Four catches. Twenty-two yards. A long gainer of nine yards.
That could be a single series for Dallas Goedert or Zach Ertz.
For Jack Stoll, it was the entire 2021 season.
Stoll made the Eagles last year as an undrafted rookie tight end out of Nebraska, and once the season began he was asked to do one thing.
Once the Eagles traded Zach Ertz and began running the ball 40 times a game, he became even more valuable as the Eagles' TE2.
Stoll averaged 21 snaps per game last year, but during the late 7-2 stretch that propelled the Eagles into the playoffs, that number increased to 30 snaps per game, which means he was on the field for 46 percent of the Eagles’ offensive plays the second half of the season.
For an undrafted rookie, that’s remarkable. His 331 snaps were the most by any NFL undrafted rookie tight end since Ryan Hewitt of the Bengals played 466 in 2014.
“It was awesome,” Stoll said after practice Thursday. “I just kept getting better every single day, and I hope that showed on the field.
“Obviously, being an undrafted guy, you’re just trying to make the team, and after I did that I focused on doing whatever I could do to find that niche to get on the field. That wasn’t just offense, that was special teams, doing whatever I could, being in coach (Michael) Clay’s office, seeing how I could tighten up the footwork (on special teams).
“And really once you tighten up something, it allows you for more availability everywhere else, and that’s kind of how I looked at it and just kept developing everything I had, and it was awesome being out there and getting snaps and help this team get to the playoffs, especially last year, when nobody thought we would.”
All that playing time tells you what a good blocker Stoll is. Because if you’re playing nearly half of a team’s snaps during a playoff run when you’re averaging one catch per month there’s a reason for it.
Last year, being a great blocker and a non-existent receiver was enough for Stoll.
This year, he wants more.
“Absolutely,” he said. “I think last year I knew my niche was going to be blocking and that was how I was going to make the team so that was my emphasis, and kind of as the year went on I realized I could develop into being able to catch the ball a little bit more, and that’s really what I focused on at OTAs and this offseason, developing a little more fast-twitch, coming out of breaks faster and really becoming an all-purpose tight end.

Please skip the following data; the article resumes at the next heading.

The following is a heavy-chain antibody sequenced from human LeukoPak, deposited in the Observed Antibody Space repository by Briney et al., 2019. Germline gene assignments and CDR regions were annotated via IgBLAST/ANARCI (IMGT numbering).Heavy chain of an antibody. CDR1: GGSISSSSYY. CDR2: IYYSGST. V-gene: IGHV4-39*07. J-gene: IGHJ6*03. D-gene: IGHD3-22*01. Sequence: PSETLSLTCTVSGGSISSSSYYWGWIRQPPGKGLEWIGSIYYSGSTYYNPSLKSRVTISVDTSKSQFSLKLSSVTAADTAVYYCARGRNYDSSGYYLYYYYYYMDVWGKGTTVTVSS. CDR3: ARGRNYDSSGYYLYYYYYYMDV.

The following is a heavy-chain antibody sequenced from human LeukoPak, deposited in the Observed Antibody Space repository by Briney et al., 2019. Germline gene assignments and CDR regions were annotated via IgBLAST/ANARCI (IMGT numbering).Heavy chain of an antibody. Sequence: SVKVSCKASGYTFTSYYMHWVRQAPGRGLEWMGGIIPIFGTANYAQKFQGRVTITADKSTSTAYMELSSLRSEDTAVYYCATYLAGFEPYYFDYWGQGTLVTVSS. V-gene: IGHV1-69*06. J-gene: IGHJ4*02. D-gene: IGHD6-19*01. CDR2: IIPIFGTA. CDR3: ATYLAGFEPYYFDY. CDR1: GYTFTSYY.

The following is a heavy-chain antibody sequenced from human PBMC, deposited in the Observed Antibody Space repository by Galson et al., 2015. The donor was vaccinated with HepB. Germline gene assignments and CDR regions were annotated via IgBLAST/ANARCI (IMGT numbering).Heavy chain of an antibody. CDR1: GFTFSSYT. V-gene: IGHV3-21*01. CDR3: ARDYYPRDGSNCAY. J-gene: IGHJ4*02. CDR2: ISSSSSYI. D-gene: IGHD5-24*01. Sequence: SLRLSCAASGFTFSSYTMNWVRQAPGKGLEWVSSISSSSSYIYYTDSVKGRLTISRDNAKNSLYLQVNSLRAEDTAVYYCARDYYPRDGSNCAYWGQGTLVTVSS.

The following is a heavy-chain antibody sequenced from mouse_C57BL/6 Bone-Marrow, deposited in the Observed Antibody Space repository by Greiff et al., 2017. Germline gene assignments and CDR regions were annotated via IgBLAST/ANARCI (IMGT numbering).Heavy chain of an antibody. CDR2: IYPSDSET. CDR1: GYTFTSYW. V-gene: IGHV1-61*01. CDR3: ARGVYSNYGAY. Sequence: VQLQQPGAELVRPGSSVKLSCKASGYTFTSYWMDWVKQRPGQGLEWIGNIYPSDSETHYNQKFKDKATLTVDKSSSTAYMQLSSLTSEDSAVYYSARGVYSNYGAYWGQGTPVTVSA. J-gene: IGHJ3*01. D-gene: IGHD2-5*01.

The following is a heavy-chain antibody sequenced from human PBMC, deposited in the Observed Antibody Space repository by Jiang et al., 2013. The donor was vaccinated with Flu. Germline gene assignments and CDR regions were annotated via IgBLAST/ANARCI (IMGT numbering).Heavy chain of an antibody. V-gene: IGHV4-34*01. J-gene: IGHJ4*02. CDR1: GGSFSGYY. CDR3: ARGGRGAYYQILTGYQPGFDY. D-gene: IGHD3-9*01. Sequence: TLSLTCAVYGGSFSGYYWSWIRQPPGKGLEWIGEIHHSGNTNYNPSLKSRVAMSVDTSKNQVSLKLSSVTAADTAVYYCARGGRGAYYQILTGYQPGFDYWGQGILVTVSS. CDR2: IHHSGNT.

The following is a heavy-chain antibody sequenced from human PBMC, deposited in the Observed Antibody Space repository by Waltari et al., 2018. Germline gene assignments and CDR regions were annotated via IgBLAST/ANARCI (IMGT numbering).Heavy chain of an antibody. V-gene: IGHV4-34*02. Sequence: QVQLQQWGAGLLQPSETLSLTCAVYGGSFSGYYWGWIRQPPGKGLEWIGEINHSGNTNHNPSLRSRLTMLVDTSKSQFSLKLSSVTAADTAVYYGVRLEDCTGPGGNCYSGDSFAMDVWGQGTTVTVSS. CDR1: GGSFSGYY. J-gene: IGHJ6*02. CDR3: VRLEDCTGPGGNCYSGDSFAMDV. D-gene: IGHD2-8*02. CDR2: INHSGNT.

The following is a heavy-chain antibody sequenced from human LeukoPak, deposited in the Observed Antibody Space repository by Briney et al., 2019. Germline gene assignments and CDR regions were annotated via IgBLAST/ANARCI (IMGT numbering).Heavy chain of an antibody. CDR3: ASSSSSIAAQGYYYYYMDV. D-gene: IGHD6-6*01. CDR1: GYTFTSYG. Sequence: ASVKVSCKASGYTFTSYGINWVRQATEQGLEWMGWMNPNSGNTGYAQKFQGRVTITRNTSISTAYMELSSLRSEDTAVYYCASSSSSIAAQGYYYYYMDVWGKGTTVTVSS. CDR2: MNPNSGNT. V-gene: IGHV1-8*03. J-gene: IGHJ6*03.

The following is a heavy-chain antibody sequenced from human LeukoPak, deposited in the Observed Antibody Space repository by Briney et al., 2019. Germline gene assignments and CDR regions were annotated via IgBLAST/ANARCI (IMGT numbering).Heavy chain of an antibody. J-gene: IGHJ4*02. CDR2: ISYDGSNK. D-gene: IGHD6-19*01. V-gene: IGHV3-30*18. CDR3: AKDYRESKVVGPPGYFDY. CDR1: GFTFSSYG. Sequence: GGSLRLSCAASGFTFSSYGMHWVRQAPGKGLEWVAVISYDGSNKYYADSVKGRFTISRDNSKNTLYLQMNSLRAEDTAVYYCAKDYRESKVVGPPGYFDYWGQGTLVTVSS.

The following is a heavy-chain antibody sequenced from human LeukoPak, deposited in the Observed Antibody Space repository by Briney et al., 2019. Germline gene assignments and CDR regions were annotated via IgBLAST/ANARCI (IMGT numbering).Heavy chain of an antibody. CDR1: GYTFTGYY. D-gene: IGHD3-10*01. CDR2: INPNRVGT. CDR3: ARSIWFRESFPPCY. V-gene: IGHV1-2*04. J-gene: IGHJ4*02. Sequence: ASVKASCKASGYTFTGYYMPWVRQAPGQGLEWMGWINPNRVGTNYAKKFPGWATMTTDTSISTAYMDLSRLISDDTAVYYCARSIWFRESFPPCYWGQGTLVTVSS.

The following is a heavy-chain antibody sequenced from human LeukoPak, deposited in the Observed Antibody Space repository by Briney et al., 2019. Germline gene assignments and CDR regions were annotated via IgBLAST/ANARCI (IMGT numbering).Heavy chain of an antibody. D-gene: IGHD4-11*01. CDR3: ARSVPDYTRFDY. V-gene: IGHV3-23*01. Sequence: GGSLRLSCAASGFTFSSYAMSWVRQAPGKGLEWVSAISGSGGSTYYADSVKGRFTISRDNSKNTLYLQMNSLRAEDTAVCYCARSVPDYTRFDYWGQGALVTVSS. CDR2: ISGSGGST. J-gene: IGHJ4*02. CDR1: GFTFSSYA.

“That’s really the goal at the end of the day so I think I’m progressing well. A lot I can still learn. Having a guy like Dallas Goedert in the tight end room, you can just sit there and watch what he does is unbelievable. That’s what I do. Try to learn and absorb as much as I can from him and J-Mike (tight ends coach Jason Michael).
"Everyone in that tight ends room can run routes, so it’s just great absorbing what I can from them and hopefully I’m doing the same for them, too.”
So far so good.
Stoll caught the ball very well the first week of training camp, and while he’ll never be an Ertz or Goedert, he knows that being able to do both - block and catch - means more playing time.
“Listen, I’ll do whatever will help the team win at this point,” he said. “If that means going out there and catching a couple balls, that would be great. Obviously, every tight end wants to be able to do both.
“But at the end of the day, as long as I’m here helping the team win ball games? Trust me, I’d rather win every single game than go out there and have a catch every single game. So as long as we keep winning football games, I couldn’t care less.”
Subscribe to the Eagle Eye podcast